Mendocino County’s newcomers accomplished all this in a quick six or so years. Then it was time for our progressives to go mainstream and infect the county from within. The hippies who had taught nothing at alternative schools and learned nothing in the process, took jobs as teachers in public schools and spread their subversive diseases. Out went academic standards, and in came multicultural moronism, academic indifference, classrooms without walls, and students giving themselves their own grades. Local schools have never recovered.
Politically, a candidate with impeccable liberal credentials (he’d been a founder of Mariposa School, after all) ran for county supervisor. Dan Hamburg won, and from the early 1980s he became the face of progressive politics.
With that, the doors were down and the hogs were loose, as the old farmers, ranchers and small business owners were shoved aside. The progressive onslaught was underway.
They began by taking over established organizations like Headstart and Legal Aid, then quickly spread their tentacles into every layer of the social bureaucracy, including county welfare, foster care, and child placement services. The old hippies, now mainstream, launched grant-funded operations like North Coast Opportunities, AODP, the Mendocino Youth Project, Plowshares, Ford Street Project, the MTA bus service, Project Sanctuary, the Boys & Girls Club and dozens more. They also took over the Democratic Party.
A select group of insiders ran everything, either as directors or chief executives, and served on the Boards of Directors for all the other agencies. They amassed power and money by funneling state, federal and school grant funding to themselves and their fellow agencies. Today they exert machine-like control over government and its bureaucracies.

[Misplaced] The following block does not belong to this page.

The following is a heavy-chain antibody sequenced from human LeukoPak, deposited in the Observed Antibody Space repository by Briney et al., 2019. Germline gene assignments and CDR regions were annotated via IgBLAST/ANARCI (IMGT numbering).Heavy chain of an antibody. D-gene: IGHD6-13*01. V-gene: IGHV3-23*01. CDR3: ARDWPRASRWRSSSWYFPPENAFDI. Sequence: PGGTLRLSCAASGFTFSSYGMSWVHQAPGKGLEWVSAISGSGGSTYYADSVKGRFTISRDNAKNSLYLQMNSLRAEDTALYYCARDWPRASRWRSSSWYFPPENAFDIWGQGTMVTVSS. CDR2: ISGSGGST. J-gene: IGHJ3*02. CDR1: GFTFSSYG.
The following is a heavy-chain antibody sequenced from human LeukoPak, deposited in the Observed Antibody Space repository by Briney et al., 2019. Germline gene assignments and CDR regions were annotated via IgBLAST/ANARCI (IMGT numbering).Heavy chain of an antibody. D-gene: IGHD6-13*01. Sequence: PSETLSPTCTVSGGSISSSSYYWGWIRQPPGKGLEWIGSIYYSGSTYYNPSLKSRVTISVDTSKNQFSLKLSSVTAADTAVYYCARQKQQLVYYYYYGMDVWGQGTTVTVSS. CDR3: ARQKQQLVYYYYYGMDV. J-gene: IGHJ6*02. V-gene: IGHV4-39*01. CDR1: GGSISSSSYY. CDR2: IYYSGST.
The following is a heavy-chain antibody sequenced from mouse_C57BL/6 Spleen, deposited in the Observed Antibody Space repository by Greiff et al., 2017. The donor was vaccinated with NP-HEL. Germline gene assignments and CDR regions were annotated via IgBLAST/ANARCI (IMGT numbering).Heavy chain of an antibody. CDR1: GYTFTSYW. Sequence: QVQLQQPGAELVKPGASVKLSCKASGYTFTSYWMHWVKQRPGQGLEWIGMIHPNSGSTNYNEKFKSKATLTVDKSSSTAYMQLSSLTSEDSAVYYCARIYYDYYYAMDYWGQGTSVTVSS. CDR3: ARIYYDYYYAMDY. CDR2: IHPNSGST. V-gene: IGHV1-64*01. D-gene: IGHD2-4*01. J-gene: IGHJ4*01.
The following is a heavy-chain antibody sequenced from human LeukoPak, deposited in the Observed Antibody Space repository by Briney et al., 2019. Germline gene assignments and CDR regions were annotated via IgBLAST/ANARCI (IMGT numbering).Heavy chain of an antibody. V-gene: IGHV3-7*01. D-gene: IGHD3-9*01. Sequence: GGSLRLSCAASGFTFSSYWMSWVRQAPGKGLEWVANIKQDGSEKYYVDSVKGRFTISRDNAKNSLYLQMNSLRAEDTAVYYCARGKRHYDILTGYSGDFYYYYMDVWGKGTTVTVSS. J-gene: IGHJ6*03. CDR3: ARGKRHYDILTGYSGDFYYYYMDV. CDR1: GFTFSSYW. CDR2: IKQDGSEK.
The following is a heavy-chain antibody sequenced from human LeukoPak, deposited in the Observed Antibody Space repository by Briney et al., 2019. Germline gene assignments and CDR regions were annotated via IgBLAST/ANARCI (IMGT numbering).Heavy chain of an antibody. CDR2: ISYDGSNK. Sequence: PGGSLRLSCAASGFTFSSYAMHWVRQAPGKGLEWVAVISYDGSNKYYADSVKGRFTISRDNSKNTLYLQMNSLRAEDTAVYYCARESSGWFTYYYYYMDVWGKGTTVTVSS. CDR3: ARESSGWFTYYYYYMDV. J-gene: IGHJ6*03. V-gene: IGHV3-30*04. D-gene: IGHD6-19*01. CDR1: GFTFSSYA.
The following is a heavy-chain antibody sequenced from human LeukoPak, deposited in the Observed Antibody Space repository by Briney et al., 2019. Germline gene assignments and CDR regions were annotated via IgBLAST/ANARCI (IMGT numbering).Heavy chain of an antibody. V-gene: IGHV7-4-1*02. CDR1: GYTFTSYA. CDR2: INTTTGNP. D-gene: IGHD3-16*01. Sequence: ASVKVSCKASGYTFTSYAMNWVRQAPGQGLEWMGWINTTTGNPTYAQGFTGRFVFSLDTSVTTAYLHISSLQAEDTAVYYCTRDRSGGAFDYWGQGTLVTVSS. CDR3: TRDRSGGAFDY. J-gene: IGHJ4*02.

In 30 years they’ve taken over everything, and everything is worse. The elites run countless programs supposedly intended to solve problems like drug abuse, homelessness, teen pregnancies and gang violence. They fail at every turn, by design. They’ve treated thousands of drug abusers at rehab joints like AODP, Ford Street and Pilot House, yet there are more druggies and crime on the streets every day.
No one rides the MTA, there are more homeless and gang members than ever, Headstart is a failure, Legal Aid does nothing except absorb funding, and grants for community art projects guarantees the city gets uglier every year.
Millions and millions of dollars get shuffled back and forth between various programs and agencies. These groups are uninterested in making problems go away, because if problems go away the money goes away. Nothing complicated about it.
Yet it’s all courtesy of the Love Generation, who promised back in the 1960s they only wanted to make the world a better place. But Ukiah and Mendocino County have grown worse — more rotten, more corrupt — while the hippie progressives have grown fatter and more prosperous.
And I’ve yet to hear a single one of them apologize for what they’ve done.
* * *